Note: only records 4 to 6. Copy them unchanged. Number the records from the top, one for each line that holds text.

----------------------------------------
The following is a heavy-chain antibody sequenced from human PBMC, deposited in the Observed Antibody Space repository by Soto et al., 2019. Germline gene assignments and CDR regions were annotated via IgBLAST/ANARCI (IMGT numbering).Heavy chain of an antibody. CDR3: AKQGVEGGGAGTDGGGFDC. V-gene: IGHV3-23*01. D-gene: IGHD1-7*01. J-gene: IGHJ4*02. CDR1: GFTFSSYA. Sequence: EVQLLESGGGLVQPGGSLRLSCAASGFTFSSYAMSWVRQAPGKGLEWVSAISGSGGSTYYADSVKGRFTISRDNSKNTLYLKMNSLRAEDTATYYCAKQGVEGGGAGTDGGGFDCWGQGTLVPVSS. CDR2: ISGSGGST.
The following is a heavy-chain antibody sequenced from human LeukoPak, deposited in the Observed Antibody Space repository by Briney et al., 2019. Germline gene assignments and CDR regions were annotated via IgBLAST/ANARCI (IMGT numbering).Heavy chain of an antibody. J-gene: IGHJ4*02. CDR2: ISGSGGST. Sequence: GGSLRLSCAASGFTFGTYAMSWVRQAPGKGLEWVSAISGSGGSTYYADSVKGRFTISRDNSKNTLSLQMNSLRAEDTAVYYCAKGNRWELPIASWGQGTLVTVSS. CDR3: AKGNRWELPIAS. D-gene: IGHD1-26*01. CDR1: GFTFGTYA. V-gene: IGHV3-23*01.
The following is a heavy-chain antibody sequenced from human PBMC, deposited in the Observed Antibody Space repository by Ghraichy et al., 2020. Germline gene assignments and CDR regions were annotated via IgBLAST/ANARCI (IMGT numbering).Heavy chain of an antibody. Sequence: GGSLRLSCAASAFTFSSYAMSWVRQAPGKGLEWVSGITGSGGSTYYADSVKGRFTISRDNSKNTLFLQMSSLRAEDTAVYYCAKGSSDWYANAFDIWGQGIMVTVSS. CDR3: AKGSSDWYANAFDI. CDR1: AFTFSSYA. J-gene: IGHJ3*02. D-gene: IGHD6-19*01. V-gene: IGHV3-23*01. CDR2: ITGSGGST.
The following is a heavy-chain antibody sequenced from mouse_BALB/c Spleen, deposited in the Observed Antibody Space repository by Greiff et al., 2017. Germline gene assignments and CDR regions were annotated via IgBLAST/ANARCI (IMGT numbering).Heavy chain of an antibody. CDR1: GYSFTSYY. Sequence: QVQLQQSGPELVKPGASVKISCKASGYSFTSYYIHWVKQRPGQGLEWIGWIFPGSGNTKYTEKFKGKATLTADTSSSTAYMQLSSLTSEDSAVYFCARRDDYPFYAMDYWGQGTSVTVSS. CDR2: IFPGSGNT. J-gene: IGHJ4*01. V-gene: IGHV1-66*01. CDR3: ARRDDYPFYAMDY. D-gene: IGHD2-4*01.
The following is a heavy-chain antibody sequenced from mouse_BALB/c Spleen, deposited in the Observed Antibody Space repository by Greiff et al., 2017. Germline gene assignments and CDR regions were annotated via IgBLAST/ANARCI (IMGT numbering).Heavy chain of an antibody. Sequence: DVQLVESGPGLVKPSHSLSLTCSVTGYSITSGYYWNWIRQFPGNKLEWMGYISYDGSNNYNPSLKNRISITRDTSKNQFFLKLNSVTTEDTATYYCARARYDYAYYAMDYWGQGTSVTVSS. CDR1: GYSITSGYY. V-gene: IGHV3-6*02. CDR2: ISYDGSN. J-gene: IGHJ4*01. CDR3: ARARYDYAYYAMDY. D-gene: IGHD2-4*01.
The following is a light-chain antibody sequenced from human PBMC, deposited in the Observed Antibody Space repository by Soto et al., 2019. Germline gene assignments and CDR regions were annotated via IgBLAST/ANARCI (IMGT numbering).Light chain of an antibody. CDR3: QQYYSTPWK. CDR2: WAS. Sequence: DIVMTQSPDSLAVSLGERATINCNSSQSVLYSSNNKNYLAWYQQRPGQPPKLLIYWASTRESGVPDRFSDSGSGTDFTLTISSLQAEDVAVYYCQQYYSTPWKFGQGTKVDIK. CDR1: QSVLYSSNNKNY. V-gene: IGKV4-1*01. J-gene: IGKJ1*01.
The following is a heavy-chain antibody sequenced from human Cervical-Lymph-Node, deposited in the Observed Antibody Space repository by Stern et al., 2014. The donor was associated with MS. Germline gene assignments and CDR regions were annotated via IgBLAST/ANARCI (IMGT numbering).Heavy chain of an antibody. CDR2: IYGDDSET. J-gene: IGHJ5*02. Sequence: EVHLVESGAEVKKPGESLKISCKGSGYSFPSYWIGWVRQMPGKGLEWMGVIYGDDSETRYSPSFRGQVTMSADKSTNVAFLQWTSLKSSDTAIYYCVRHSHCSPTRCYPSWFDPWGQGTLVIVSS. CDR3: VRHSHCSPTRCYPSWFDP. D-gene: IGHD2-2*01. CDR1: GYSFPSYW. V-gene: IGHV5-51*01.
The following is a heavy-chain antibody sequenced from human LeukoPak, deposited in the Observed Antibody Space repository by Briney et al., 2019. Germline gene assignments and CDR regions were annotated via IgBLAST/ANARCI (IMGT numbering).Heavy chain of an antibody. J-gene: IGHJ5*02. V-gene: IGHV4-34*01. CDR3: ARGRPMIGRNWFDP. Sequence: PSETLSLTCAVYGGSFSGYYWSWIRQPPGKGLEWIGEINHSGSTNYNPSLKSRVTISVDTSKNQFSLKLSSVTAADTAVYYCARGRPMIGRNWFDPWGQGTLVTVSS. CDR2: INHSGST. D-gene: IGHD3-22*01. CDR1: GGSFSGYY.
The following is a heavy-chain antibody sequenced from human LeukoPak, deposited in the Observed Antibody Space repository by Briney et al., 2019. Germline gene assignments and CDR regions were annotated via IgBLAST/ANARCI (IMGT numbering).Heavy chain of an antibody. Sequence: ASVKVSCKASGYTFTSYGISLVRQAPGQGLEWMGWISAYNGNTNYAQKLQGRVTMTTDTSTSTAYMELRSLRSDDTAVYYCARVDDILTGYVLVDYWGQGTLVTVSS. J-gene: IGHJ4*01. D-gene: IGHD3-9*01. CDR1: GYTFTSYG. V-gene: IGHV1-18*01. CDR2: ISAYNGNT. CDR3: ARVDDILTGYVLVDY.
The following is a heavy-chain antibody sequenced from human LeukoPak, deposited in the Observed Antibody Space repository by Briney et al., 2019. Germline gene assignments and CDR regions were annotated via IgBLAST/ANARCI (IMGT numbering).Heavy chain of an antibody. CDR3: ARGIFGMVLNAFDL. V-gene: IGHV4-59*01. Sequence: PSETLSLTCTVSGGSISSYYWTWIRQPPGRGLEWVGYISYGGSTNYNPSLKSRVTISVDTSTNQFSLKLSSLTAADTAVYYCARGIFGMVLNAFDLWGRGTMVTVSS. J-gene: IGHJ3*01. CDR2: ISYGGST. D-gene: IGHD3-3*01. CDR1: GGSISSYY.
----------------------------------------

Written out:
The following is a heavy-chain antibody sequenced from mouse_BALB/c Spleen, deposited in the Observed Antibody Space repository by Greiff et al., 2017. Germline gene assignments and CDR regions were annotated via IgBLAST/ANARCI (IMGT numbering).Heavy chain of an antibody. CDR1: GYSFTSYY. Sequence: QVQLQQSGPELVKPGASVKISCKASGYSFTSYYIHWVKQRPGQGLEWIGWIFPGSGNTKYTEKFKGKATLTADTSSSTAYMQLSSLTSEDSAVYFCARRDDYPFYAMDYWGQGTSVTVSS. CDR2: IFPGSGNT. J-gene: IGHJ4*01. V-gene: IGHV1-66*01. CDR3: ARRDDYPFYAMDY. D-gene: IGHD2-4*01.
The following is a heavy-chain antibody sequenced from mouse_BALB/c Spleen, deposited in the Observed Antibody Space repository by Greiff et al., 2017. Germline gene assignments and CDR regions were annotated via IgBLAST/ANARCI (IMGT numbering).Heavy chain of an antibody. Sequence: DVQLVESGPGLVKPSHSLSLTCSVTGYSITSGYYWNWIRQFPGNKLEWMGYISYDGSNNYNPSLKNRISITRDTSKNQFFLKLNSVTTEDTATYYCARARYDYAYYAMDYWGQGTSVTVSS. CDR1: GYSITSGYY. V-gene: IGHV3-6*02. CDR2: ISYDGSN. J-gene: IGHJ4*01. CDR3: ARARYDYAYYAMDY. D-gene: IGHD2-4*01.
The following is a light-chain antibody sequenced from human PBMC, deposited in the Observed Antibody Space repository by Soto et al., 2019. Germline gene assignments and CDR regions were annotated via IgBLAST/ANARCI (IMGT numbering).Light chain of an antibody. CDR3: QQYYSTPWK. CDR2: WAS. Sequence: DIVMTQSPDSLAVSLGERATINCNSSQSVLYSSNNKNYLAWYQQRPGQPPKLLIYWASTRESGVPDRFSDSGSGTDFTLTISSLQAEDVAVYYCQQYYSTPWKFGQGTKVDIK. CDR1: QSVLYSSNNKNY. V-gene: IGKV4-1*01. J-gene: IGKJ1*01.